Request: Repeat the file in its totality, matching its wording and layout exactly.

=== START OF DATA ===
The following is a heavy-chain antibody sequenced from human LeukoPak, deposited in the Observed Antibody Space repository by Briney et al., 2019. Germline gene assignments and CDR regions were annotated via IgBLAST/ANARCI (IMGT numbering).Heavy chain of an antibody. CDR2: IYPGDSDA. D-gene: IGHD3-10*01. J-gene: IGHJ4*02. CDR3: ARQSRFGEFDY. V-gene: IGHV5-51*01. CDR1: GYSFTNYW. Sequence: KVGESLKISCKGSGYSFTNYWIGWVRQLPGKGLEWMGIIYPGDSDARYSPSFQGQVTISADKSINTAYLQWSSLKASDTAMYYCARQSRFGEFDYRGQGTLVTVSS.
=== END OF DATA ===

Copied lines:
The following is a heavy-chain antibody sequenced from human LeukoPak, deposited in the Observed Antibody Space repository by Briney et al., 2019. Germline gene assignments and CDR regions were annotated via IgBLAST/ANARCI (IMGT numbering).Heavy chain of an antibody. CDR2: IYPGDSDA. D-gene: IGHD3-10*01. J-gene: IGHJ4*02. CDR3: ARQSRFGEFDY. V-gene: IGHV5-51*01. CDR1: GYSFTNYW. Sequence: KVGESLKISCKGSGYSFTNYWIGWVRQLPGKGLEWMGIIYPGDSDARYSPSFQGQVTISADKSINTAYLQWSSLKASDTAMYYCARQSRFGEFDYRGQGTLVTVSS.